Friday 10 August 2018 2:10 AM UTC
NEW YORK Aug 10: Religious people may live on average four years longer compared to their atheist peers, a study of obituaries in the US has found.
The four-year boost – found in an analysis of more than 1,000 obits from around the US – was calculated after taking into account the sex and marital status of those who died, two factors that have strong effects on lifespan.
“Religious affiliation had nearly as strong an effect on longevity as gender does, which is a matter of years of life,” said Laura Wallace, a doctoral student at The Ohio State University in the US.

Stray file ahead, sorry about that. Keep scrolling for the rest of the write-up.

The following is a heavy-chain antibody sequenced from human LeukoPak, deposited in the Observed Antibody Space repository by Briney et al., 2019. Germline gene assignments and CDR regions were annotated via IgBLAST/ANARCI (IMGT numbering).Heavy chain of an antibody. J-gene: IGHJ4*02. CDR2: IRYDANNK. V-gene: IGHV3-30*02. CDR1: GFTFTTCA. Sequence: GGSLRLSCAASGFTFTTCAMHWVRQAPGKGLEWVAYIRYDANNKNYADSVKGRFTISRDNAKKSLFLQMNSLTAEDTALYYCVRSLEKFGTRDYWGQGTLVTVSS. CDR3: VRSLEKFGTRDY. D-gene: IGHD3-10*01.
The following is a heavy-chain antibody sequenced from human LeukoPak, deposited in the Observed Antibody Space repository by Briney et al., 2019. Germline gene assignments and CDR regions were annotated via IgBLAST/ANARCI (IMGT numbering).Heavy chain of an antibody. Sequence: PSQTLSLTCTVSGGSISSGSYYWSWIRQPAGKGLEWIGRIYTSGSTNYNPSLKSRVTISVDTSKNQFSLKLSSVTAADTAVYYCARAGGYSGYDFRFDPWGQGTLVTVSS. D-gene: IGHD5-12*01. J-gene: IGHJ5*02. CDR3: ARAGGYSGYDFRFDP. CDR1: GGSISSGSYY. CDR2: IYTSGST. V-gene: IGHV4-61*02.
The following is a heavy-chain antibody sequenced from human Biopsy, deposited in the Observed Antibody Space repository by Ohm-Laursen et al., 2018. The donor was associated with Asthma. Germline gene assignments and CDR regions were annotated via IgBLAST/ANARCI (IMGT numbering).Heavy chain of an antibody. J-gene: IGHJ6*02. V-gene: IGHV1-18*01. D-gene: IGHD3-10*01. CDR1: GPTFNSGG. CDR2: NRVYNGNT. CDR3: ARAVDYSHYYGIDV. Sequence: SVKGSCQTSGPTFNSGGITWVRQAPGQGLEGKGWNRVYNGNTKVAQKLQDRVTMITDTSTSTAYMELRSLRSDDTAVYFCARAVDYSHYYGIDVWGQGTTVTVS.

The study, published in the journal Social Psychological and Personality Science, found that part of the reason for the boost in longevity came from the fact that many religiously affiliated people also volunteered and belonged to social organisations, which previous research has linked to living longer.
“The study provides persuasive evidence that there is a relationship between religious participation and how long a person lives, said Baldwin Way, an associate professor at Ohio State.
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